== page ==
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Good Country People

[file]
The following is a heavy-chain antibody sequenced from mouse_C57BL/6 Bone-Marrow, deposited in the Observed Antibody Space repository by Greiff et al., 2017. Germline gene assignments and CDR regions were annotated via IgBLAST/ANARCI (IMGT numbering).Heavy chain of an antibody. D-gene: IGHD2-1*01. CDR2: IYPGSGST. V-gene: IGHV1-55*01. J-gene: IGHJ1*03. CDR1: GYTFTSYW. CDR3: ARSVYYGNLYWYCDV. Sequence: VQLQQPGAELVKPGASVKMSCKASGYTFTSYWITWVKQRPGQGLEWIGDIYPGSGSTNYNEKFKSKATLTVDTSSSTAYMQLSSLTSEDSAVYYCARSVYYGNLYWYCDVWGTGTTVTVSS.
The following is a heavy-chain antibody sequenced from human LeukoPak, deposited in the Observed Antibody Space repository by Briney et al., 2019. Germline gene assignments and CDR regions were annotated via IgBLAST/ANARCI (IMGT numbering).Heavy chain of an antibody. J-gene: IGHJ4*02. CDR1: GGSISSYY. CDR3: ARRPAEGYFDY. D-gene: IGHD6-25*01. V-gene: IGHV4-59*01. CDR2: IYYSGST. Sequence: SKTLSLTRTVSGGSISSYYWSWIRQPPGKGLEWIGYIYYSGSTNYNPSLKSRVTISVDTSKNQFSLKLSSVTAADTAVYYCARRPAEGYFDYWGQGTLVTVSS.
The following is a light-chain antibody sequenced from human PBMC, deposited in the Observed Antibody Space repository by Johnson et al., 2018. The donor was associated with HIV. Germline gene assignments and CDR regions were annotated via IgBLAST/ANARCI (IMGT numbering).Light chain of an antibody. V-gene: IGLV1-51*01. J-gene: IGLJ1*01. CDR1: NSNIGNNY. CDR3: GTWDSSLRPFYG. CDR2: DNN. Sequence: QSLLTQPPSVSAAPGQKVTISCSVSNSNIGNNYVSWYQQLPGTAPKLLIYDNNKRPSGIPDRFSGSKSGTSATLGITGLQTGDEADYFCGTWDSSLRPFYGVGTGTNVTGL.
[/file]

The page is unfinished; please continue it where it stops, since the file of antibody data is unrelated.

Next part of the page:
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O'Connor poses the contrast between the old and new South in her short story "Good Country People". Mrs. Hopewell and Mrs. Freeman symbolize the old South because of the way in which they carry themselves and their traditional beliefs and values. Mrs. Freeman works for Mrs. Hopewell who states "the reason for her keepin her so long was that they were not trash. They were good country people". In contrast to Mrs. Freeman and Mrs. Hopewell, Joy/Hulga represents the new south that is not concerned with self. Hulga did not care to participate in the morning gossip between the older ladies. O'Connor describes Hulga's disregard for the old south and its sense of manners. Within this short story, the reader is presented with two differing views of religion: the devout Christian and the atheist. The devout Christians, Mrs. Hopewell and Mrs. Freeman, represents the old south. The story ends with the atheist being deceived by one who pretends to be a Christian. O'Connor could be presenting the reader with the view that one is not able to really tell the difference between "good country people" and Christian or liars and cheats. "Good Country People" can be read as exploiting the idea that one is not able to tell the difference between Christians and non-Christians based on their appearance and actions. The old south puts their trust and hopes into appearances, while the new south is more reluctant and cautious. This is not to say that they cannot be deceived because the reader sees what happens to Hulga in the end. Hulga is an atheist who dismisses all Christian beliefs. Hulga believes that she is saved from the hypocrisies of the Christian faith, and she represents the new south because she is open to different interpretations. She feels that she has been saved from Christianity, but O'Connor raises the question: is she really saved at all? Hulga sets off to seduce Pointer, the Bible salesman. Ironically,



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